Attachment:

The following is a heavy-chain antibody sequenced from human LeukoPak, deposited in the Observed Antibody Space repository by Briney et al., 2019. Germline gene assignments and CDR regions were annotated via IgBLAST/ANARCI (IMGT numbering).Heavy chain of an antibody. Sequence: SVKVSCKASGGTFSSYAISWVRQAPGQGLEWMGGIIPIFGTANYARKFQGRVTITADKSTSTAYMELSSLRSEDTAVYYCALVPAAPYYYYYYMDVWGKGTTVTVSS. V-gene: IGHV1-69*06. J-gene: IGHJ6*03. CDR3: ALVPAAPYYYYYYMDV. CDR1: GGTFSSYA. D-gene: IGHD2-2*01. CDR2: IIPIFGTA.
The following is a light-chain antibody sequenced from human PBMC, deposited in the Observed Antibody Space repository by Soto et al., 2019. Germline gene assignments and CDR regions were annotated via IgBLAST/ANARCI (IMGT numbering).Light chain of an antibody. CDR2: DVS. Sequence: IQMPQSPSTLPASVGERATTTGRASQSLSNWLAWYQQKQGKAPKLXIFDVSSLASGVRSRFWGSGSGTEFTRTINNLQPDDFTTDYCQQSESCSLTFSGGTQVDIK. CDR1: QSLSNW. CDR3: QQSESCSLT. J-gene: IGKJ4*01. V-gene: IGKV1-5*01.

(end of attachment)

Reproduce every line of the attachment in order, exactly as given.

The following is a heavy-chain antibody sequenced from human LeukoPak, deposited in the Observed Antibody Space repository by Briney et al., 2019. Germline gene assignments and CDR regions were annotated via IgBLAST/ANARCI (IMGT numbering).Heavy chain of an antibody. Sequence: SVKVSCKASGGTFSSYAISWVRQAPGQGLEWMGGIIPIFGTANYARKFQGRVTITADKSTSTAYMELSSLRSEDTAVYYCALVPAAPYYYYYYMDVWGKGTTVTVSS. V-gene: IGHV1-69*06. J-gene: IGHJ6*03. CDR3: ALVPAAPYYYYYYMDV. CDR1: GGTFSSYA. D-gene: IGHD2-2*01. CDR2: IIPIFGTA.
The following is a light-chain antibody sequenced from human PBMC, deposited in the Observed Antibody Space repository by Soto et al., 2019. Germline gene assignments and CDR regions were annotated via IgBLAST/ANARCI (IMGT numbering).Light chain of an antibody. CDR2: DVS. Sequence: IQMPQSPSTLPASVGERATTTGRASQSLSNWLAWYQQKQGKAPKLXIFDVSSLASGVRSRFWGSGSGTEFTRTINNLQPDDFTTDYCQQSESCSLTFSGGTQVDIK. CDR1: QSLSNW. CDR3: QQSESCSLT. J-gene: IGKJ4*01. V-gene: IGKV1-5*01.